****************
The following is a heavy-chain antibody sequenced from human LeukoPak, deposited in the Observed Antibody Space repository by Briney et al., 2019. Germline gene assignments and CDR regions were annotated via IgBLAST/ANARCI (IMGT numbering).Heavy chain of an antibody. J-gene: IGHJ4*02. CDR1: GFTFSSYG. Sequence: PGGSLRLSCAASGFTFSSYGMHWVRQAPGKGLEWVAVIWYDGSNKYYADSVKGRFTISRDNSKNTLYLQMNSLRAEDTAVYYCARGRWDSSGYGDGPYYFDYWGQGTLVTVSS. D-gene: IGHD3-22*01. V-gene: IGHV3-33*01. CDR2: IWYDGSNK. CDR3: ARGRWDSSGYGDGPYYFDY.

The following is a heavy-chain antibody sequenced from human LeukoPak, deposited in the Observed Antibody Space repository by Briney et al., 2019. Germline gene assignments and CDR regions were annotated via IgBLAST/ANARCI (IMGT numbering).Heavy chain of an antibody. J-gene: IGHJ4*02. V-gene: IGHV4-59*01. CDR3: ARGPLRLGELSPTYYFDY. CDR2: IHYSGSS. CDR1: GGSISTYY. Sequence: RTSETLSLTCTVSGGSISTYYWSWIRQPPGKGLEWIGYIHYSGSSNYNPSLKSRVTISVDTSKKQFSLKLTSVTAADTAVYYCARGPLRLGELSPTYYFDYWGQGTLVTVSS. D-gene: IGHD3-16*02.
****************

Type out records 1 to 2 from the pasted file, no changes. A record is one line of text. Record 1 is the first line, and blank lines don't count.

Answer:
The following is a heavy-chain antibody sequenced from human LeukoPak, deposited in the Observed Antibody Space repository by Briney et al., 2019. Germline gene assignments and CDR regions were annotated via IgBLAST/ANARCI (IMGT numbering).Heavy chain of an antibody. J-gene: IGHJ4*02. CDR1: GFTFSSYG. Sequence: PGGSLRLSCAASGFTFSSYGMHWVRQAPGKGLEWVAVIWYDGSNKYYADSVKGRFTISRDNSKNTLYLQMNSLRAEDTAVYYCARGRWDSSGYGDGPYYFDYWGQGTLVTVSS. D-gene: IGHD3-22*01. V-gene: IGHV3-33*01. CDR2: IWYDGSNK. CDR3: ARGRWDSSGYGDGPYYFDY.

The following is a heavy-chain antibody sequenced from human LeukoPak, deposited in the Observed Antibody Space repository by Briney et al., 2019. Germline gene assignments and CDR regions were annotated via IgBLAST/ANARCI (IMGT numbering).Heavy chain of an antibody. J-gene: IGHJ4*02. V-gene: IGHV4-59*01. CDR3: ARGPLRLGELSPTYYFDY. CDR2: IHYSGSS. CDR1: GGSISTYY. Sequence: RTSETLSLTCTVSGGSISTYYWSWIRQPPGKGLEWIGYIHYSGSSNYNPSLKSRVTISVDTSKKQFSLKLTSVTAADTAVYYCARGPLRLGELSPTYYFDYWGQGTLVTVSS. D-gene: IGHD3-16*02.